This is a shawl I made back in 2005. The yarn is actually much, much nicer than a newbie knitting project deserves, though I did not know that at the time. It’s a fairly heavy hand-spun and hand-dyed that I was given by a pushe^h^h^h co-worker who was also a knitting fanatic and wanted to encourage a budding knitter. This was an amazingly kind gift. I knew enough to know this was special wool and deserved to be used on a special project, but I was not skilled enough to figure out either what kind of project I had enough yarn for, or what kind of project the wool was appropriate for.

There are lots of errors in it (yarn badly joined, ends not woven in properly… a dozen other things), and it’s not a garment I wear out of the house much, but I do wear it at home from time to time when it’s a little chilly in the house, but I don’t want to dress heavily. The wool is quite warm on the back of my neck and my shoulders, so it’s a good in-between type of shawl.

For all the errors in it, it made that Konmari cut out of pure sentiment. I held it, and I smiled because it made me happy to think about making it and how proud of myself I was to be able to integrate knit and purl stitches in an actual pattern.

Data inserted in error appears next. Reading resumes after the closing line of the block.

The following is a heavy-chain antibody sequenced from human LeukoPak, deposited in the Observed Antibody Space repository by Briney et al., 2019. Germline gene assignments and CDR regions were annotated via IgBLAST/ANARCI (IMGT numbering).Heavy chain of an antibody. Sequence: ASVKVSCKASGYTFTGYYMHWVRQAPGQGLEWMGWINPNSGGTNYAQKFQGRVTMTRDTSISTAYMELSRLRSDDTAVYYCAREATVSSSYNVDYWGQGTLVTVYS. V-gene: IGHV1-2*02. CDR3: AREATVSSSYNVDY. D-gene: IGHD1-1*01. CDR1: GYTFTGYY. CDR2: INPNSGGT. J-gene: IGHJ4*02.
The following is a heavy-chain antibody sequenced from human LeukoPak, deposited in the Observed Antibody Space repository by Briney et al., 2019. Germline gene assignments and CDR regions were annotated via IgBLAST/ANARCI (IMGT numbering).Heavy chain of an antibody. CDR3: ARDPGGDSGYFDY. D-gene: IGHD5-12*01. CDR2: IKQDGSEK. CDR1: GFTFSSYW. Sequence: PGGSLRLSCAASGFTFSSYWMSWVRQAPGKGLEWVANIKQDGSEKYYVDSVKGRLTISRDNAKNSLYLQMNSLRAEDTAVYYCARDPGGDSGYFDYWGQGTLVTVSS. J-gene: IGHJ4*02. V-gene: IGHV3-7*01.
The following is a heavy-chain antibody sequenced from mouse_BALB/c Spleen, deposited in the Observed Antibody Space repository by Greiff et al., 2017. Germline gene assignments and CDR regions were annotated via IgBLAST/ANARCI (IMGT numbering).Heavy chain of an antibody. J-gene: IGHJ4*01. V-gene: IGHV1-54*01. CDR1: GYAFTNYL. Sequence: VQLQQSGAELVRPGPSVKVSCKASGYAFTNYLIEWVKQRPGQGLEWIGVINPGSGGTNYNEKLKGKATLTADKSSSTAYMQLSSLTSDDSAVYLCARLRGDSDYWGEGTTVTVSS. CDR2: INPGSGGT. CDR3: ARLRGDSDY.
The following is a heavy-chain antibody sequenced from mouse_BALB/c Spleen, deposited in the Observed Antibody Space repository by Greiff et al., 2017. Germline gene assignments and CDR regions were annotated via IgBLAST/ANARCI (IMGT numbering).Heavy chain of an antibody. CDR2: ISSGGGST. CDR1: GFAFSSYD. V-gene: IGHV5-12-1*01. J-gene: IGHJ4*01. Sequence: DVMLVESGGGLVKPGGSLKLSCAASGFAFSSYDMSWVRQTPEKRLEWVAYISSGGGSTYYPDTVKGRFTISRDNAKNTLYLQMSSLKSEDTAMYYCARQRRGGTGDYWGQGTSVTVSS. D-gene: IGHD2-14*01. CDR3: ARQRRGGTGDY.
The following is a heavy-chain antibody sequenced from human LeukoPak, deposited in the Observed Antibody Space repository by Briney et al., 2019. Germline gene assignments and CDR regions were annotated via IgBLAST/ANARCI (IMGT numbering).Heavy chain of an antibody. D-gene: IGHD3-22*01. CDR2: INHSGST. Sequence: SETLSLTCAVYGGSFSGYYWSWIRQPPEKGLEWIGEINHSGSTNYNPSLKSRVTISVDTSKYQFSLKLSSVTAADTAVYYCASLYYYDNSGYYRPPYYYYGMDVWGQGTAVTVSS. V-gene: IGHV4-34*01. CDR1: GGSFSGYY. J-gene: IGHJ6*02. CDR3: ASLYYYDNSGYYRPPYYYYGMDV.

Eleven years on, this is the shawl I am working on right now. It’s a lot more complex. I’ll probably wear it to the office and other places quite a bit. It makes me happy for geeky reasons as well as because I am enjoying knitting it. The yarn is actually about as inexpensive as you can get and still be all wool, and possibly something this complex really deserves a high end yarn. The recommended yarn for this project cost upwards of $60. I spent more like $15.

I like to look at how I have progressed in activities – be it swimming or whatever. Not because I feel like I necessarily have a specific goal to reach, mind. I think people who happily knit garter stitch scarves are making as good a use of their time as I do with my knitting projects. But I do like to tack on and master skills. It’s a thing, and it’s ultimately useful, so I don’t mind running with it.